Article

Aleena Malik
Aleena Malik 11 November 2020

5 Tried And Tested Steps For Strategic UX Writing (Used by Google)

Strategic microcopy for your websites and apps can make or break a successful user experience and appealing brand voice. Language in software helps the user get to where they want to go, and by focusing on what the user wants to achieve, loyalty and trust is gained. In many organizations, marketers, designers, or engineers are tasked with creating microcopy, but it is a craft of its own.

UX writers are the humans behind the copy you read when you come across a 404 error page or success messages, and anything in between. They work alongside the engineers, product managers, researchers, marketers, and designers to study the product inside and out in order to break down the complexity of the product’s actions into a simplified, intuitive version that their user can understand.

They revise their craft by speaking their words out loud in order to ensure it flows naturally like a conversation, take recommendations from interdisciplinary colleagues, and run experiments like A/B Tests to monitor the result of different versions of microscopy on user behavior and engagement, as well as overall ease and happiness with the product.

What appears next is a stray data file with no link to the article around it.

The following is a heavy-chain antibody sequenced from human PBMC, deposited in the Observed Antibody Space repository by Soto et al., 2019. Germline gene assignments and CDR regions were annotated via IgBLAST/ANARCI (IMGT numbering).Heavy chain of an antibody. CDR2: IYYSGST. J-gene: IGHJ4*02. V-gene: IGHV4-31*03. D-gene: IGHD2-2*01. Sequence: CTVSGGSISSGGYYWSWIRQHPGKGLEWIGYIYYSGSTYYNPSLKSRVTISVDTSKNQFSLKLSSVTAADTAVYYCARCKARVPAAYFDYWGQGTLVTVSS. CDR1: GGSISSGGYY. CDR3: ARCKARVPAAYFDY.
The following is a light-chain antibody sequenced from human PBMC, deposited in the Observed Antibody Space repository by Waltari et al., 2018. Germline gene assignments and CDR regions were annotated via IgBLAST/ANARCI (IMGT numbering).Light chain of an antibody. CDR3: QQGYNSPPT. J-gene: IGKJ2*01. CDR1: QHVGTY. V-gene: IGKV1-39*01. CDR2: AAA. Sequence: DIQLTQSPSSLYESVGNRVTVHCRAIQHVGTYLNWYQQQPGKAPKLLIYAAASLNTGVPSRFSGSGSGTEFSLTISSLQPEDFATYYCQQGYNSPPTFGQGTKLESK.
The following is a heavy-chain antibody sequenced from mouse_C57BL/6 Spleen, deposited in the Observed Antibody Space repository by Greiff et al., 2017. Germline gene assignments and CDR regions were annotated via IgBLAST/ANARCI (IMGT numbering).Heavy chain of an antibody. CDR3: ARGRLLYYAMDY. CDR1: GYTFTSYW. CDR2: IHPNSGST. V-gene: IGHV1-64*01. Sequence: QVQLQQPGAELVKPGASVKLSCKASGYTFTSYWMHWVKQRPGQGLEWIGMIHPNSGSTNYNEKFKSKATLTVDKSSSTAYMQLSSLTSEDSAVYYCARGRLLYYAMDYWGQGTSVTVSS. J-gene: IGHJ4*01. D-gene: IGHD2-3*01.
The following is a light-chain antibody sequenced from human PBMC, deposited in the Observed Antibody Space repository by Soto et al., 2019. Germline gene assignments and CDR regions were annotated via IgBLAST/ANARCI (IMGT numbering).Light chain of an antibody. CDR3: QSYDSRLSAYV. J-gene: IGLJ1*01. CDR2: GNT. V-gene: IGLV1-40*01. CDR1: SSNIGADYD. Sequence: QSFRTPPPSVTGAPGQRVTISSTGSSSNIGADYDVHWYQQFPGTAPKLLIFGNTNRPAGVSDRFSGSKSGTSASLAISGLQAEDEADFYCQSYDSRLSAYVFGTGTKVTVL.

If hiring a contract or employee UX writer isn’t an option at your current stage, below is a 5 step UX Writing process that you can follow from start to finish as general guidelines when writing microcopy and crafting brand strategy for your product.

1. Define Your Brand Voice

Brand voice is the personality in your writing and reflects your product’s character. It should take your audience into account and guide the principles of clarity, concision, and usefulness (which we’ll cover later).

Start with the benefits

Consider how to enunciate the most standout traits, or value proposition, of your product, that differentiates it from competitors.

Generate brand principles

Brand principles are 3-4 adjectives that embody your brand’s perceived personality.